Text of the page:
The Congress lawmaker had told The Wire that six patients had died of lack of oxygen in an Amritsar hospital last month. “Had we got enough oxygen supply, those precious lives could have been saved. Given the present state and forthcoming spike in this wave, I have written to PM Modi to accept all the help needed from our neighbours, especially Pakistan, which is around 50km away and just a one-hour journey from Lahore to Amritsar via the Indo-Pak border. A special ‘oxygen corridor’ should be set up to ensure regular and timely oxygen supply for patients.”
The Wire report also said that the Indian government’s rejection of an oxygen corridor from Pakistan seems similar to its refusal of Islamabad’s offer of aid.
After the crisis intensified in India, Foreign Minister Shah Mahmood Qureshi had also shared the message of 'humanity first' on his official Twitter handle.
As a gesture of solidarity with the people of India in the wake of the current wave of #COVID19, Pakistan has officially offered relief & support to #India, including ventilators, Bi PAP, digital X ray machines, PPEs & other related items. We believe in a policy of #HumanityFirst— Shah Mahmood Qureshi (@SMQureshiPTI) April 24, 2021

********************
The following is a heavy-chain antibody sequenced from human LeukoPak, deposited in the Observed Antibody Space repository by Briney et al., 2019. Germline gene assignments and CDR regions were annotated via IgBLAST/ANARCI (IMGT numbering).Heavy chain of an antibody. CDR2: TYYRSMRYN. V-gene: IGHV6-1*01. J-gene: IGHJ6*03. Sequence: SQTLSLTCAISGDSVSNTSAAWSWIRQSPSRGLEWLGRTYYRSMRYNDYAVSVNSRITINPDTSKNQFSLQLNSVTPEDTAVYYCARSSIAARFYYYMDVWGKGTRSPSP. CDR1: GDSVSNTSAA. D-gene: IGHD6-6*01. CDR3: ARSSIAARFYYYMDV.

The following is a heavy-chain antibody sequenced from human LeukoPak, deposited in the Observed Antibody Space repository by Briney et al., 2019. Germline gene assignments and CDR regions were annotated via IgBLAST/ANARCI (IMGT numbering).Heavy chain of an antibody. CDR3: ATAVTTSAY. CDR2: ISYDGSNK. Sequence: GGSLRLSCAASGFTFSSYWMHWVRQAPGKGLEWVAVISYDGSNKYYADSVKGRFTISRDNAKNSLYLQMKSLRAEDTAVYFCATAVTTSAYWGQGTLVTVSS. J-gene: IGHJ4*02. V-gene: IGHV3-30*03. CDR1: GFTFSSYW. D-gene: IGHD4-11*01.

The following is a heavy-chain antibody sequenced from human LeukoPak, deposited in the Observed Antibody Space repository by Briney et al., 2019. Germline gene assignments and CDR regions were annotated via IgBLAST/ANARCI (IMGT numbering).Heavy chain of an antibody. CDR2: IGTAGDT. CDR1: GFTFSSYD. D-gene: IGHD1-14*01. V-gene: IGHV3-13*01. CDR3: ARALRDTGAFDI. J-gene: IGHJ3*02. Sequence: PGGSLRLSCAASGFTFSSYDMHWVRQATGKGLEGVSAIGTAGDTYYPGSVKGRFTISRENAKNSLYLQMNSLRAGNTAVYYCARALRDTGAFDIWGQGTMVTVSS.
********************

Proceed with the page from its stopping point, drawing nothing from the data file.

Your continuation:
Prime Minister Imran Khan also expressed solidarity with the people of India. The premier said the country's prayers are with all those suffering from the deadly virus and for their early recovery in "our neighbourhood and the world".
I want to express our solidarity with the people of India as they battle a dangerous wave of COVID-19. Our prayers for a speedy recovery go to all those suffering from the pandemic in our neighbourhood & the world. We must fight this global challenge confronting humanity together— Imran Khan (@ImranKhanPTI) April 24, 2021
Calls grew for India to impose a nationwide lockdown as new coronavirus cases and deaths held close to record highs on Monday, increasing pressure on the Modi government.
The 366,161 new infections and 3,754 deaths reported by the health ministry were off a little from recent peaks, taking India's tally to 22.66 million with 246,116 deaths.
As many hospitals grapple with an acute shortage of oxygen and beds while morgues and crematoriums overflow, experts have said India’s actual figures could be far higher than reported.
Sunday’s 1.47 million tests for Covid-19 were this month’s lowest yet, data from the state-run Indian Council of Medical Research showed. The figure compared with a daily average of 1.7 million for the first eight days of May.
Health experts said India became complacent in the winter when new cases were running at about 10,000 a day and seemed to be under control, lifting restrictions that allowed for the resumption of big gatherings.
Others said that it could also be a more dangerous variant of the virus coursing through the world's second-most populous country where people live in close proximity, often six to a room.
"While complacency in adhering to masks and physical distancing might have played a role, it seems increasingly likely that this second wave has been fuelled by a much more virulent strain," wrote Vikram Patel, Professor of Global Health at Harvard Medical School, in the Indian Express.
WHO emergencies director Mike Ryan said reducing transmission in India would be a “very difficult task” but the government was working on limiting mixing between people, which he said was essential.